The medical staff organization traditionally focuses on credentialing and peer review, primarily addressing physicians' individual skills, qualifications and practice patterns. Promoting quality and safety in health care today requires a break from this narrow focus into a more global view of processes and systems that are the significant determinants of outcomes.
With this transformation, the physicians' role in patient care is in transition. Physicians must continue to work effectively as individuals while simultaneously functioning as part of a more complex health care team. No longer can we simply point to one individual or factor as the sole cause of the results we experience. Realistically, we must address all the ingredients involved in the final outcome. Taking this worldview into account, the medical staff leadership at Advocate Good Samaritan Hospital in Downers Grove, Ill., searched for a more system-based way for physicians to have an effect on outcomes at our hospital.
In February 2008, an expanded group of Advocate Good Samaritan's medical staff leaders convened at a retreat. Attendees included medical executive committee members, medical directors and chairs of key committees. Members of the hospital executive team participated as well.
To stimulate the thought processes, the day began with a didactic session focusing on important components of leadership. This was followed by a discussion of how the group could have greater input and impact on practice life and care issues at the hospital. The leaders chose to concentrate on areas that were most significant to physicians and where there was a need for greater physician support.
The group chose four target areas for improvement and specified goals within each one:
- clinical outcomes
- patient safety
- patient satisfaction with physicians
- physician relations and satisfaction.
In the arena of clinical outcomes, reducing the incidence of post-op venous thromboembolism, including deep vein thrombosis and pulmonary embolism, was chosen. Limiting these events is critical and had been difficult to achieve.
The use of sepsis protocols to promote early and effective treatment of sepsis patients was identified as the second clinical outcome measure. Achieving this goal requires a high degree of physician support.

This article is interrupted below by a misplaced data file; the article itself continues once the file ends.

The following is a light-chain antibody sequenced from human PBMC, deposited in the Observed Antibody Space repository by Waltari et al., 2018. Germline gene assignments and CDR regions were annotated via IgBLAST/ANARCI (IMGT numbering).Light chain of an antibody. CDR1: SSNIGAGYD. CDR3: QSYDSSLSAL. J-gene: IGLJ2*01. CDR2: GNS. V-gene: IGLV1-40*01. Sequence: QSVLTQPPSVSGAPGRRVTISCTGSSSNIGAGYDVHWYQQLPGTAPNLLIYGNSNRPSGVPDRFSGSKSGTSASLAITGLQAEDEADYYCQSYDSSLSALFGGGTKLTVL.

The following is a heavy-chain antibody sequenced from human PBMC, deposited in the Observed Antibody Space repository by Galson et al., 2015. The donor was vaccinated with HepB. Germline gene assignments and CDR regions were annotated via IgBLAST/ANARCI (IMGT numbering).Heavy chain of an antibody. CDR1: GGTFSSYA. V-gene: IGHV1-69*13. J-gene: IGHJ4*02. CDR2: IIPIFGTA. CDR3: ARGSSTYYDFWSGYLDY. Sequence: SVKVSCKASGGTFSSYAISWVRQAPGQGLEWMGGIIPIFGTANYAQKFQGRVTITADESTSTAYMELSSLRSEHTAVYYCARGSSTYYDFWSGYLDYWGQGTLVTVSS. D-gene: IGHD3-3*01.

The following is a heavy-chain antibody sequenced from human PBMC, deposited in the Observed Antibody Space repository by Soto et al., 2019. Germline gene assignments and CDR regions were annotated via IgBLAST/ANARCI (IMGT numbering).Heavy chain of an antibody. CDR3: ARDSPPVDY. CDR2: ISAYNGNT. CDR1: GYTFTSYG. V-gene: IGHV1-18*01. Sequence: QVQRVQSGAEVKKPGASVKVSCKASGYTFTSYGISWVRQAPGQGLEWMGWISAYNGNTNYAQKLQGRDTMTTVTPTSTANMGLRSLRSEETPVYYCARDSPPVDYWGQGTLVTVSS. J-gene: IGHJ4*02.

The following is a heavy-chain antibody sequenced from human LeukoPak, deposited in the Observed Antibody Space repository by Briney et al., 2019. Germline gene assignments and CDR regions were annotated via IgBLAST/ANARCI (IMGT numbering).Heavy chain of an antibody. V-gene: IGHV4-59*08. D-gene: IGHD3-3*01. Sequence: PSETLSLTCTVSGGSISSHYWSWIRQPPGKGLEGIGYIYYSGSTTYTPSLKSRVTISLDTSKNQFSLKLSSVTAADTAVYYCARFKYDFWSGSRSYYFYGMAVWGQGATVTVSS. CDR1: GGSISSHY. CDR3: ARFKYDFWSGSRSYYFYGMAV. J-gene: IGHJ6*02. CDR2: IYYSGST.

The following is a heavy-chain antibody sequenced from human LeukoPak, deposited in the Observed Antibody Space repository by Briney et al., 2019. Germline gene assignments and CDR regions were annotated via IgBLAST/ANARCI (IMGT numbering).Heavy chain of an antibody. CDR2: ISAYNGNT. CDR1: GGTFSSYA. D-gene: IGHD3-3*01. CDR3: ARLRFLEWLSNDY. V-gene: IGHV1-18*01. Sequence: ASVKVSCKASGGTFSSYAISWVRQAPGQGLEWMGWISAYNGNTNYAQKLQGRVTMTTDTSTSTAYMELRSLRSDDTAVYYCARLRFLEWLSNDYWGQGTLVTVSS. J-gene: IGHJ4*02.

For patient safety, increasing the use of computerized provider order entry was targeted. This tool has been held up nationally by the Leapfrog Group and others to increase medication safety and decrease errors in hospitals.
The third area, patient (inpatient) satisfaction with physicians, was identified following the realization that when patients are satisfied, overall outcomes and care flourish. Due to the complexity and high acuity of the patients we serve, this had been challenging.
Finally, to create a collegial, high-quality, efficient work environment, physician satisfaction must be nurtured. Without a high level of physician contentment, optimal outcomes cannot be reached.
To track and promote results in each target area, specific goals were defined and displayed on a "2008 Medical Staff Goals" dashboard.
Throughout 2008, baseline numbers were compared with monthly updated performance data and discussed at medical executive committee and governing council meetings. Action plans to drive results in each category were presented and input was gathered. To communicate the results, the dashboard was posted in the doctor's lounge and published in the monthly newsletter, Physician Forum. The newsletter was distributed both on paper and electronically to all physicians and key hospital leaders. Articles in Physician Forum communicated the details of progress in each area.
Early in 2008, as a direct result of the monthly review of the dashboard, a new passion developed among the medical staff leadership. When confronted with the poor score for patient (inpatient) satisfaction with physicians, the group felt something "had to be done" to address it. The jury is still out, but this heightened level of engagement has been impressive, and tangible plans for action are under way.
The leaders of high-performing medical staffs need to search for new ways to more meaningfully engage physicians as a team of champions in their quest for the best systemic outcomes. At Advocate Good Samaritan, we feel the Medical Staff Goals Dashboard has been a useful tool to track and drive results.
Barbara Loeb, M.D., M.B.A., CPE (BLoeb5432@aol.com), is president of the medical staff and a practicing internist at Advocate Good Samaritan Hospital in Downers Grove, Ill.
This article was reprinted with permission from Patient Safety & Quality Healthcare magazine.